How to Sleep Better: 20 Science-Backed Tips for The Best Sleep of Your Life (Part 2)
Both darkness and light are key to getting good sleep. Light helps regulate circadian rhythms, increases daytime energy, and increases sleep time. Sunlight exposure early in the morning and dim lights in the evening help our body transition through the sleep-wake cycle. One study conducted with insomnia patients discovered daytime light exposure increased sleep quality and duration.
- 8. Ease Anxiety With Meditation
For most, this is easier said than done. Making the effort to ease worries and anxiety before bed can make a positive difference in your sleep. There are many practices and activities that can help ease anxiety before bed. One of the most effective with science-backed evidence is meditation.
In recent years, meditation has grown in popularity for its ability to ease anxiety and help with sleep. Mindfulness meditation, in particular, is proven to increase sleep quality. From guided video and audio meditations to meditation apps, there are options for everyone to try meditation to improve their sleep.
- 9. Limit Day Time Napping
Naps are a great way to recharge when you’re tired or didn’t sleep enough the night before. However, naps can be too much of a good thing. If you must sleep in the middle of the day, it’s best to keep your naps short. Research shows that napping more than 30 minutes impacts sleep quality later at night. Napping during the day also confuses your internal clock.
While naps can be helpful, for optimal sleep quality, it’s best to keep them short.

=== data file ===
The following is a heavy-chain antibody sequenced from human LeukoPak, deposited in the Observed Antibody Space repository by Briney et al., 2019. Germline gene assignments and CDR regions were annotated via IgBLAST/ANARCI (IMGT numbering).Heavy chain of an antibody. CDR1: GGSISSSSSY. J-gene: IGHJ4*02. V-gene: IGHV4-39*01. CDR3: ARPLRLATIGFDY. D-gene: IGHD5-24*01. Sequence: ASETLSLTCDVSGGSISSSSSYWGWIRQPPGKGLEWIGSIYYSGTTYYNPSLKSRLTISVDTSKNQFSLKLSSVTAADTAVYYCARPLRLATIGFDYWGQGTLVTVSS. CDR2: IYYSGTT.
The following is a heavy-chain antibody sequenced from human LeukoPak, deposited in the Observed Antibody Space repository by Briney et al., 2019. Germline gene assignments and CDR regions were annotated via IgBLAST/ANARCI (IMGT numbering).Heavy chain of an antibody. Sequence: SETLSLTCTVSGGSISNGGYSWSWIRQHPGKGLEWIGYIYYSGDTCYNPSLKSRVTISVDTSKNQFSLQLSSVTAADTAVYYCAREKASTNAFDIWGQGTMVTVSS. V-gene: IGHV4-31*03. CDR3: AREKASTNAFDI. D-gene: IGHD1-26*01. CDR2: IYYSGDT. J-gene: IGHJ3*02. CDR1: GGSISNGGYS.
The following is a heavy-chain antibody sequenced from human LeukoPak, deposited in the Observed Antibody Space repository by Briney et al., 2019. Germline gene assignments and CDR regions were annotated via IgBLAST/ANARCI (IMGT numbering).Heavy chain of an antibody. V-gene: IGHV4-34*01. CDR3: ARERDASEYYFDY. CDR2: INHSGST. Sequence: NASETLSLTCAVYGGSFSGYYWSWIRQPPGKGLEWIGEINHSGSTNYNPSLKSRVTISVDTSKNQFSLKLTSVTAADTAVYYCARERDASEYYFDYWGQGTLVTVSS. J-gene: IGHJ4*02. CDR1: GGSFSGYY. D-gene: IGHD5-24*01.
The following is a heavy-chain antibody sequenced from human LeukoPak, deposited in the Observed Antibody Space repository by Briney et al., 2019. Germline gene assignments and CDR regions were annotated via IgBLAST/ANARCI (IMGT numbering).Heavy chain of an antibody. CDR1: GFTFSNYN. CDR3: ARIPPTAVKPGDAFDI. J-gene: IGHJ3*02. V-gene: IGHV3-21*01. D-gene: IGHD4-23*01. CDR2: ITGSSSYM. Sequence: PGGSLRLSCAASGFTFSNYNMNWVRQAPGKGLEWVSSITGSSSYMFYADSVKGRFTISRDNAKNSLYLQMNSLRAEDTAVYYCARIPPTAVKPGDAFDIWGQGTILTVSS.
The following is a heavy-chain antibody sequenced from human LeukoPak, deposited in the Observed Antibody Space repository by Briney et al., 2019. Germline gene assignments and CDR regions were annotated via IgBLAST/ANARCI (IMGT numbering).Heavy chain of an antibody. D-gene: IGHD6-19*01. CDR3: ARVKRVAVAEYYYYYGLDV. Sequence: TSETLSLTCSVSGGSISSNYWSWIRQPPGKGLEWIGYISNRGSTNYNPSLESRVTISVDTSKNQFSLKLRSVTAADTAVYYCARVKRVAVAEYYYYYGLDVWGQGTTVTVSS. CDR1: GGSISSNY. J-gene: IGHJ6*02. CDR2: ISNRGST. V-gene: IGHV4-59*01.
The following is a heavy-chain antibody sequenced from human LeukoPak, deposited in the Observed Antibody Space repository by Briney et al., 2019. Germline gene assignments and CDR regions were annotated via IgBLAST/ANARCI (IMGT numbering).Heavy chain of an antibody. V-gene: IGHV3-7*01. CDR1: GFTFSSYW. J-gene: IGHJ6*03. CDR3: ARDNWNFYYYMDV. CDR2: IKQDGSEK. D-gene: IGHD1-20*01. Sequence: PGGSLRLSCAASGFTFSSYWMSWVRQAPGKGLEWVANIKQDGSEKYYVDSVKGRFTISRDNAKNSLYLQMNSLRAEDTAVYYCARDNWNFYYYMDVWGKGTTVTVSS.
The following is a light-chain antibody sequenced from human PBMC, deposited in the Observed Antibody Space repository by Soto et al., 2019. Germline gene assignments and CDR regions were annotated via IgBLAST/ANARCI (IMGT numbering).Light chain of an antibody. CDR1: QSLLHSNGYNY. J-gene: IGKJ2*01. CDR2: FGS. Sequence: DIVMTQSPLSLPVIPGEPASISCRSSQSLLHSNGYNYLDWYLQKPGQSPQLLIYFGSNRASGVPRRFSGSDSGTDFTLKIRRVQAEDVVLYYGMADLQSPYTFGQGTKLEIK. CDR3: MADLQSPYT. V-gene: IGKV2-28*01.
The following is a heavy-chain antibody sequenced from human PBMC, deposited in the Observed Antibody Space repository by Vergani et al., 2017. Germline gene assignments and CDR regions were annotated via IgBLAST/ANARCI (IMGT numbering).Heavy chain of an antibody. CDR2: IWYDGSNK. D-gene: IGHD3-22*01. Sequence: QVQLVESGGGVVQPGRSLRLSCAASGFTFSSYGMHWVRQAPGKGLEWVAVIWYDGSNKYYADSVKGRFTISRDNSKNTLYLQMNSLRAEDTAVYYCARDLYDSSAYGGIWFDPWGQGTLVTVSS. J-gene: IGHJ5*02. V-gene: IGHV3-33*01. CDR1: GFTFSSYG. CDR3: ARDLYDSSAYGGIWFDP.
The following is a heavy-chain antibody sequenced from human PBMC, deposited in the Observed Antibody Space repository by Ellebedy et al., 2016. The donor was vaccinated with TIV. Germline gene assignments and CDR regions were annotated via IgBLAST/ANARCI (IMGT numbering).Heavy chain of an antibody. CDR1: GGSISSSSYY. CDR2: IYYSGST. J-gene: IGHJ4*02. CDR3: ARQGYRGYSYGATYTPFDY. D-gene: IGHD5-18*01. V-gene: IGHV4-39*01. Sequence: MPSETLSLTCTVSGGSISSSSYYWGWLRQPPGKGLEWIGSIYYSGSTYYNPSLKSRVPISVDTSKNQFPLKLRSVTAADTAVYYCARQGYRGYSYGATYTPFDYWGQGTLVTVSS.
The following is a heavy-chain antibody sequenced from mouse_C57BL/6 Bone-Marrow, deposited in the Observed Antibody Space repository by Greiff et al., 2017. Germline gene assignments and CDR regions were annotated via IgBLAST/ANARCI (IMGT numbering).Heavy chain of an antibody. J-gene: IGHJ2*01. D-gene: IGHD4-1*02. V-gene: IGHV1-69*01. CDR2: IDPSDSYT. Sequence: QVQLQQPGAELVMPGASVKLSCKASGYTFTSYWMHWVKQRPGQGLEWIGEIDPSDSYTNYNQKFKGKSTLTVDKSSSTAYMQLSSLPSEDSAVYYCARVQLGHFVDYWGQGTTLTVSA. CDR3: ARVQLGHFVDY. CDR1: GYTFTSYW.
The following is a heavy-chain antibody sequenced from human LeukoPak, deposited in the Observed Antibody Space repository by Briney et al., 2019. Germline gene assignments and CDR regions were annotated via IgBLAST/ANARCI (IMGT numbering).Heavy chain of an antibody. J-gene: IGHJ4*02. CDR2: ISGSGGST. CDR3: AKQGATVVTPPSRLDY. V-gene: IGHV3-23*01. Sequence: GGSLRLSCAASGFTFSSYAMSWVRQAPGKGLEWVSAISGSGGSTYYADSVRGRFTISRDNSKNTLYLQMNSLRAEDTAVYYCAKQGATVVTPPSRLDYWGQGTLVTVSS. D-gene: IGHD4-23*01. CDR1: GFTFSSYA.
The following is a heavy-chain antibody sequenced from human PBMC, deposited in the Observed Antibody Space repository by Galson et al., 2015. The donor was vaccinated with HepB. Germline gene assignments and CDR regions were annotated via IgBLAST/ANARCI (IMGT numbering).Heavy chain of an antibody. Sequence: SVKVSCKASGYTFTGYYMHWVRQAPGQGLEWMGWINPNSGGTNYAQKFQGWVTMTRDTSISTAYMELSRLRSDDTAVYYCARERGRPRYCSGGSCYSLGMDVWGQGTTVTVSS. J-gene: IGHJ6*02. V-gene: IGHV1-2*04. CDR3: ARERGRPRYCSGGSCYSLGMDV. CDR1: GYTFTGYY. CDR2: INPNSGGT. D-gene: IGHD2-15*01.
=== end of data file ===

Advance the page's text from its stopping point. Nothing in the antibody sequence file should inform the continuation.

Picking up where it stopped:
- 10. Adjust Your Sleep Pattern
Not everyone thrives with the traditional day/night schedule. Called monophasic sleep, this consists of 7-8 hours of sleep with no naps during the day. Those looking to hack their sleep and improve productivity often shun monophasic sleep. Science recognizes three sleep patterns: monophasic, biphasic, and polyphasic.
In a 2017 study, researchers found that college students who adopted a polyphasic sleep pattern experienced sleep pattern disruptions and reduced academic performance.
When it's time to go to bed, it can be difficult to calm your thoughts. One of the best ways to calm your mind before bed is to read a printed book. One study found reading on an E-reader like a Kindle or an iPad before bed increased the time it took to fall asleep versus reading a printed book. Another study conducted in 2009 found reading before bed reduced stress by 68%.
Instead of catching up on the latest TV show, grab a book instead.
With most of our lives on screens, we are constantly taking in blue light. While blue light is beneficial during the morning to help us wake up, at night it has the opposite effect. Blue light is emitted by screens and inhibits melatonin production which is why you end up having trouble sleeping after scrolling through your phone in bed.
To avoid blue light exposure, invest in blue light blocking glasses to wear when you’re watching TV or using the phone at night. There are also apps and special screen shades that block blue light from your devices.